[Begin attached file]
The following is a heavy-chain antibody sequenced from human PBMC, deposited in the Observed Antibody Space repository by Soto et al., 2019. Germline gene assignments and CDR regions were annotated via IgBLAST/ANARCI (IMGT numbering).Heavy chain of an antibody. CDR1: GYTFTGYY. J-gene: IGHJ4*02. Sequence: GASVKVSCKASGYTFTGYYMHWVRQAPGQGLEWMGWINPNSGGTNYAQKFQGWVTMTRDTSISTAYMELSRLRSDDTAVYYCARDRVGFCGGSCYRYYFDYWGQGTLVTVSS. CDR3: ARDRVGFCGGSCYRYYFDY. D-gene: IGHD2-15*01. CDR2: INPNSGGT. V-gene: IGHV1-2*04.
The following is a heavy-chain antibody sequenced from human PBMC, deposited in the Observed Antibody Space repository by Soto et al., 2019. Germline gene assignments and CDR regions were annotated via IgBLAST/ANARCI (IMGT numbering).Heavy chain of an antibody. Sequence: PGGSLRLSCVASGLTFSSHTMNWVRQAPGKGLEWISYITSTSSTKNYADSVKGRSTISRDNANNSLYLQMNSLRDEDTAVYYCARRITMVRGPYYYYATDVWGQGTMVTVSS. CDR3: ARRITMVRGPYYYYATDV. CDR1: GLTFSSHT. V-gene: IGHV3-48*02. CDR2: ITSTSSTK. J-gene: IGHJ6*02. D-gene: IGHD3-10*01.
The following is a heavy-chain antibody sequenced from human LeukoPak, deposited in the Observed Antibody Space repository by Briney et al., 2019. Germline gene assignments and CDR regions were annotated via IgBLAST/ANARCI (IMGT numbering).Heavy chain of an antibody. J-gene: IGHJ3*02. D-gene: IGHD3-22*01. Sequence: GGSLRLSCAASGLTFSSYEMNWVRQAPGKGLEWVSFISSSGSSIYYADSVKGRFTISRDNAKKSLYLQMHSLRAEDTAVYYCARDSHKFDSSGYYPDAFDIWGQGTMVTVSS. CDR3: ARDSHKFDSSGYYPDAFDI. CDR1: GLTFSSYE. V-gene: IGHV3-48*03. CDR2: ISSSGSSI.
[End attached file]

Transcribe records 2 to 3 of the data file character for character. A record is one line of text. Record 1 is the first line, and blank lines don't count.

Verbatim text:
The following is a heavy-chain antibody sequenced from human PBMC, deposited in the Observed Antibody Space repository by Soto et al., 2019. Germline gene assignments and CDR regions were annotated via IgBLAST/ANARCI (IMGT numbering).Heavy chain of an antibody. Sequence: PGGSLRLSCVASGLTFSSHTMNWVRQAPGKGLEWISYITSTSSTKNYADSVKGRSTISRDNANNSLYLQMNSLRDEDTAVYYCARRITMVRGPYYYYATDVWGQGTMVTVSS. CDR3: ARRITMVRGPYYYYATDV. CDR1: GLTFSSHT. V-gene: IGHV3-48*02. CDR2: ITSTSSTK. J-gene: IGHJ6*02. D-gene: IGHD3-10*01.
The following is a heavy-chain antibody sequenced from human LeukoPak, deposited in the Observed Antibody Space repository by Briney et al., 2019. Germline gene assignments and CDR regions were annotated via IgBLAST/ANARCI (IMGT numbering).Heavy chain of an antibody. J-gene: IGHJ3*02. D-gene: IGHD3-22*01. Sequence: GGSLRLSCAASGLTFSSYEMNWVRQAPGKGLEWVSFISSSGSSIYYADSVKGRFTISRDNAKKSLYLQMHSLRAEDTAVYYCARDSHKFDSSGYYPDAFDIWGQGTMVTVSS. CDR3: ARDSHKFDSSGYYPDAFDI. CDR1: GLTFSSYE. V-gene: IGHV3-48*03. CDR2: ISSSGSSI.